|Jerusalem, heading to the En Gedi spring.|
Driving through the rocky, sun-scorched wilderness, it was hard to imagine there being any fresh water in the vicinity whatsoever, let alone waterfalls. But as we started climbing, there it was, the sound of gurgling water, growing louder and louder. And then we could see it: streams gushing out from the very dust and rocks that define the whole surrounding region as desert. We quickly found our own secluded side-stream, away from the bus-load of screaming school girls, and plunged beneath the refreshing water, rinsing away the dust and sweat.
|The En Gedi spring|
It was not the waterfalls themselves that impressed me. There are bigger and more beautiful streams to be found in the world. But the thing about En Gedi is that watefalls are so unlikely. Who would think of fresh water pouring out of the desert? Its location makes it spectacular and I enjoyed soaking in the beauty.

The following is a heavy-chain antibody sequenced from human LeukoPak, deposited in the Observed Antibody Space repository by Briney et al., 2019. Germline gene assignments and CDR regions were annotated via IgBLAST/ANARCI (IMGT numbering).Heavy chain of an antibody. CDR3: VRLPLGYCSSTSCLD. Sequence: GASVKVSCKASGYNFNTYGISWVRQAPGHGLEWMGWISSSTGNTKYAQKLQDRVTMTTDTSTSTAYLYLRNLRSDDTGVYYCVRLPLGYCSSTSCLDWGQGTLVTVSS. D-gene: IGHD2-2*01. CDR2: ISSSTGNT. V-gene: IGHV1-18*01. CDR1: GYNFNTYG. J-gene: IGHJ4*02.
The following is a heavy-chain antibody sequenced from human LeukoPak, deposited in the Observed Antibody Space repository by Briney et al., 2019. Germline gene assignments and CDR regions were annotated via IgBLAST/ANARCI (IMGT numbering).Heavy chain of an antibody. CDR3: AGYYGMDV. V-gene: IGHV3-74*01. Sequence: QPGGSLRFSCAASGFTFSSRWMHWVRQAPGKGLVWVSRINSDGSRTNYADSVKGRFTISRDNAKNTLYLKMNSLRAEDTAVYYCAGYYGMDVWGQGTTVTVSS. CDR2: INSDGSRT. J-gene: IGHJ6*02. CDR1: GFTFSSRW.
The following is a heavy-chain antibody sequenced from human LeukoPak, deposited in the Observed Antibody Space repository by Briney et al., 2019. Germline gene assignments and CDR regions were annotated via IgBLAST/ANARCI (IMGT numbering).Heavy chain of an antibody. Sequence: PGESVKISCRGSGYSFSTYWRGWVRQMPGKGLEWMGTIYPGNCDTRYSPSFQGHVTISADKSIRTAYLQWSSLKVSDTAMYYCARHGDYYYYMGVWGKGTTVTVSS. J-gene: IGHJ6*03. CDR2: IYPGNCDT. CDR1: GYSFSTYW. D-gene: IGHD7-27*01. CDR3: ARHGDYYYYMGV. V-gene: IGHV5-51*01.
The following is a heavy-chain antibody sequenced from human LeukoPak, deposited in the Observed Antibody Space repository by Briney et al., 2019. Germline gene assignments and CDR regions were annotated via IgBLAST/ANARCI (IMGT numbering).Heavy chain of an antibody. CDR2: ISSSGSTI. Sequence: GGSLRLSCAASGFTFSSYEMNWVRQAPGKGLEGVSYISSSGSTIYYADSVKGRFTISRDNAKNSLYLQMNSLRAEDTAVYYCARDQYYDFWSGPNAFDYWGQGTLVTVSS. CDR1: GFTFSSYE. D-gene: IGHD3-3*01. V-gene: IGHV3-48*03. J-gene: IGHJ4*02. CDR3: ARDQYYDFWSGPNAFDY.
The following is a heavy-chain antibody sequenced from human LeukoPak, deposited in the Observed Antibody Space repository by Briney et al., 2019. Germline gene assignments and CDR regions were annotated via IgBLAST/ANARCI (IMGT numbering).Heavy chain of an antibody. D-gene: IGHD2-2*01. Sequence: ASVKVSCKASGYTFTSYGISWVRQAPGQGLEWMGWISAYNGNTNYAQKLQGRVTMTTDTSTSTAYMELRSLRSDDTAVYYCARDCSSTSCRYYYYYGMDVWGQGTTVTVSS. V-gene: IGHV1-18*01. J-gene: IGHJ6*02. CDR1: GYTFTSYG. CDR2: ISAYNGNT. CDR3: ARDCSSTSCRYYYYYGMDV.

Last night I witnessed another location-defined miracle involving water. I was sitting at my desk beside my open window enjoying the cool evening breeze when suddenly I heard the rain start. Rain! I haven't seen a drop of precipitation since moving to Israel over three months ago. In fact, that's the longest I've ever gone before without seeing rain. Back home in Northern Ireland three days without rain makes the evening news! But there it was, a downpour in middle of the desert.
Got me thinking about the dry times in life, like being separated from loved ones and having to learn, sometimes with frustration, how to adapt to a new culture.
|Me (Isaac) and four of my MSIH first-years|
Sure it can be difficult, but the dry days are always followed sooner or later by a good rain. A phone call from home at just the right moment, or a friendly neighbor who is patient with your faltering Hebrew. A really good lecture when a complicated biochemical pathway starts to make sense, or a "self-study" day. If not for the desert, rain would just be rain, and a waterfall would be nothing but a waterfall.